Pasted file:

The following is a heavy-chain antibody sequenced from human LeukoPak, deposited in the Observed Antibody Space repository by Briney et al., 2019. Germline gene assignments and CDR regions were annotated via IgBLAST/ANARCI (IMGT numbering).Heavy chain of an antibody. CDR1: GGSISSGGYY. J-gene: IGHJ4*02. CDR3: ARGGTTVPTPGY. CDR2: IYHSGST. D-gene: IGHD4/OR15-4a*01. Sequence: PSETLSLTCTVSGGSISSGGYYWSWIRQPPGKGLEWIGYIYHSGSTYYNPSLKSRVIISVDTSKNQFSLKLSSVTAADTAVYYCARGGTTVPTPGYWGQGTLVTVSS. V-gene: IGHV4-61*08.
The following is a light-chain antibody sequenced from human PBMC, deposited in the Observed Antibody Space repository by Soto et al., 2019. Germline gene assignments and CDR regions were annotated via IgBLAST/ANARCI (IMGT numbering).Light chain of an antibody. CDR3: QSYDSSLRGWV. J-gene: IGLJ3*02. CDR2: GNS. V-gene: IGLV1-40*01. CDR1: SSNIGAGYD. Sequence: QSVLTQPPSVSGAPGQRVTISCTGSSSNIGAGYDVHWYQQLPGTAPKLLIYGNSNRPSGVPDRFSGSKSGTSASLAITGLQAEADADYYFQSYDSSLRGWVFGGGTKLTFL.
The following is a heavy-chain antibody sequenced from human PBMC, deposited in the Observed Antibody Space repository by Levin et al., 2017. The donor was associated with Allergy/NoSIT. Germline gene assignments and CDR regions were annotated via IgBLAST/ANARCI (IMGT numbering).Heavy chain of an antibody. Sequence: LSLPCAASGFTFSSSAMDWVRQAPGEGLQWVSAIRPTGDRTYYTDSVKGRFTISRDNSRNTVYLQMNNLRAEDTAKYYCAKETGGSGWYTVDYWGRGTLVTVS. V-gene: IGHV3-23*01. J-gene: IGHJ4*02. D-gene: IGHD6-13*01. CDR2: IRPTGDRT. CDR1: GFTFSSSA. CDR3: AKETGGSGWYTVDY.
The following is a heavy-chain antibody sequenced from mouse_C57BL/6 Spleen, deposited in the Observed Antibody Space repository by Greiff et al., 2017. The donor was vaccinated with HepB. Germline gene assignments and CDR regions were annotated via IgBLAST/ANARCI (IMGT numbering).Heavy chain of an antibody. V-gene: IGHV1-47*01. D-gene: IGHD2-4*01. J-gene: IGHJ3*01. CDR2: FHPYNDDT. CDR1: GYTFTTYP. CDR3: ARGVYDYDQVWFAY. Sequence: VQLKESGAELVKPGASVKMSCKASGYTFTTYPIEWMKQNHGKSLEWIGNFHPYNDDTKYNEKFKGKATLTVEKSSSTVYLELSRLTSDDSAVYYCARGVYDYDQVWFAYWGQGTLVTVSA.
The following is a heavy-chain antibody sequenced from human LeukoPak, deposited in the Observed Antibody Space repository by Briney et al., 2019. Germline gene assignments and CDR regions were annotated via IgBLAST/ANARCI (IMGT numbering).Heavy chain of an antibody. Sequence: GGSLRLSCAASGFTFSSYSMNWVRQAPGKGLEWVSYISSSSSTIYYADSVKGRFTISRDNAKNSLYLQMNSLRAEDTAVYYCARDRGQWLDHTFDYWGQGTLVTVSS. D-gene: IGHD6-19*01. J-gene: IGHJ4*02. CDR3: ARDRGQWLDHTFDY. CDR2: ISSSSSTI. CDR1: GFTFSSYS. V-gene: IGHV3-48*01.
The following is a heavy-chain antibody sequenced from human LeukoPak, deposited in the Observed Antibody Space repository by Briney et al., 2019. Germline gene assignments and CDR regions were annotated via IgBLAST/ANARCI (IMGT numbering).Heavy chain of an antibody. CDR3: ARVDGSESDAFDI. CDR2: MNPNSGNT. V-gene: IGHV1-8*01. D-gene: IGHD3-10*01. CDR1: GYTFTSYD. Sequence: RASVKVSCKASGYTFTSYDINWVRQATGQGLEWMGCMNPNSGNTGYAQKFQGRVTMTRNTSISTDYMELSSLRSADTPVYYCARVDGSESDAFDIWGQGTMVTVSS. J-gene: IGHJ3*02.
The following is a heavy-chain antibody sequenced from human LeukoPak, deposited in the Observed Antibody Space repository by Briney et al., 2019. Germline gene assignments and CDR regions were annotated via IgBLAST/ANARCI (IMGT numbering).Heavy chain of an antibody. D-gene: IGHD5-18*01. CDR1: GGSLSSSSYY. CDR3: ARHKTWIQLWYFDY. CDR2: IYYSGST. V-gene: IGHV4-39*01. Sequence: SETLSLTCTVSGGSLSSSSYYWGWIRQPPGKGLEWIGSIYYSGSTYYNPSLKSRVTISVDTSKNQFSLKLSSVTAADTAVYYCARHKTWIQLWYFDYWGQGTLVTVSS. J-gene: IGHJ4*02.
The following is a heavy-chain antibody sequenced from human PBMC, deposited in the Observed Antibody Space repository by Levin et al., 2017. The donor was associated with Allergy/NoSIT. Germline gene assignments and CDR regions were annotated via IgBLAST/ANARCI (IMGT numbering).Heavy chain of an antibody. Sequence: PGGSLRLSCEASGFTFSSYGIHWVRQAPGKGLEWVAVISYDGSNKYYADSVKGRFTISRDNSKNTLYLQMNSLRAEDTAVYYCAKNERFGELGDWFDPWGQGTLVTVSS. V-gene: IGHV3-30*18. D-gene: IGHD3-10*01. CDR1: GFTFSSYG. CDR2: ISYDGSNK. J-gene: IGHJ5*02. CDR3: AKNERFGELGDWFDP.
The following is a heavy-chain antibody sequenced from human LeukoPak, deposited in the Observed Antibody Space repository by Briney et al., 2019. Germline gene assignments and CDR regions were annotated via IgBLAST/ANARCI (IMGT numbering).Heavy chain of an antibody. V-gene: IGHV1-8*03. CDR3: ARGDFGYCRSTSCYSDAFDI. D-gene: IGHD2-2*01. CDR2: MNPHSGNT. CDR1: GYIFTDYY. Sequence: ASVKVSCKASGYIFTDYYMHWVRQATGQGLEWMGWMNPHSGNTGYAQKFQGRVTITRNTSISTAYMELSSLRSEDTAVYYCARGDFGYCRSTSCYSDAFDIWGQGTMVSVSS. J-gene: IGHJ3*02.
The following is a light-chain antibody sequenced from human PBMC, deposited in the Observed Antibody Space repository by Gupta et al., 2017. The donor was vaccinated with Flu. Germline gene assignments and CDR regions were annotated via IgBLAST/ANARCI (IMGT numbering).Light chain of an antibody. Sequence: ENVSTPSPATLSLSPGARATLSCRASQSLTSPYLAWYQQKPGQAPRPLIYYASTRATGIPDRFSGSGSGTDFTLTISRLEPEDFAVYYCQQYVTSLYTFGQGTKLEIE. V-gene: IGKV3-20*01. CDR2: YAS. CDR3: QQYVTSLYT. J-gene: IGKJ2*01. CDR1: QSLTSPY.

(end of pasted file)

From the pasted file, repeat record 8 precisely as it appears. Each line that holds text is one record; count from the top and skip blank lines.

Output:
The following is a heavy-chain antibody sequenced from human PBMC, deposited in the Observed Antibody Space repository by Levin et al., 2017. The donor was associated with Allergy/NoSIT. Germline gene assignments and CDR regions were annotated via IgBLAST/ANARCI (IMGT numbering).Heavy chain of an antibody. Sequence: PGGSLRLSCEASGFTFSSYGIHWVRQAPGKGLEWVAVISYDGSNKYYADSVKGRFTISRDNSKNTLYLQMNSLRAEDTAVYYCAKNERFGELGDWFDPWGQGTLVTVSS. V-gene: IGHV3-30*18. D-gene: IGHD3-10*01. CDR1: GFTFSSYG. CDR2: ISYDGSNK. J-gene: IGHJ5*02. CDR3: AKNERFGELGDWFDP.